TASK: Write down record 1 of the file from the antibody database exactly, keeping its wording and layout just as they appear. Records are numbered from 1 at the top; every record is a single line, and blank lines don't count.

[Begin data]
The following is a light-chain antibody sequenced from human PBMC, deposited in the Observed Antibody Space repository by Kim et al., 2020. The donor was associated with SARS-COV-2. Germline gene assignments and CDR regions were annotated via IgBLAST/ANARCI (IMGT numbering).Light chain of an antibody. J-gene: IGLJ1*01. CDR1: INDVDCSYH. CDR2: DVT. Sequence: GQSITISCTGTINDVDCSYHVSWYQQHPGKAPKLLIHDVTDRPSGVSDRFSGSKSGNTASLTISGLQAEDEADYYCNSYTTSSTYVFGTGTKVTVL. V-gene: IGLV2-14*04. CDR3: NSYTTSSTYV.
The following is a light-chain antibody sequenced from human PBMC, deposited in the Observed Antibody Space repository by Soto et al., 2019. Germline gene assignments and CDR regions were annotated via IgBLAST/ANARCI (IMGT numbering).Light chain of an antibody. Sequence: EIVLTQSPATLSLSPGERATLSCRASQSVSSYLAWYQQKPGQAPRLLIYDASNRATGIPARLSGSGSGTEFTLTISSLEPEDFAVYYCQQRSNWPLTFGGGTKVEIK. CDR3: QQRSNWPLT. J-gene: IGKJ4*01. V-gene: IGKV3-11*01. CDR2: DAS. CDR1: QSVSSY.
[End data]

The following is a light-chain antibody sequenced from human PBMC, deposited in the Observed Antibody Space repository by Kim et al., 2020. The donor was associated with SARS-COV-2. Germline gene assignments and CDR regions were annotated via IgBLAST/ANARCI (IMGT numbering).Light chain of an antibody. J-gene: IGLJ1*01. CDR1: INDVDCSYH. CDR2: DVT. Sequence: GQSITISCTGTINDVDCSYHVSWYQQHPGKAPKLLIHDVTDRPSGVSDRFSGSKSGNTASLTISGLQAEDEADYYCNSYTTSSTYVFGTGTKVTVL. V-gene: IGLV2-14*04. CDR3: NSYTTSSTYV.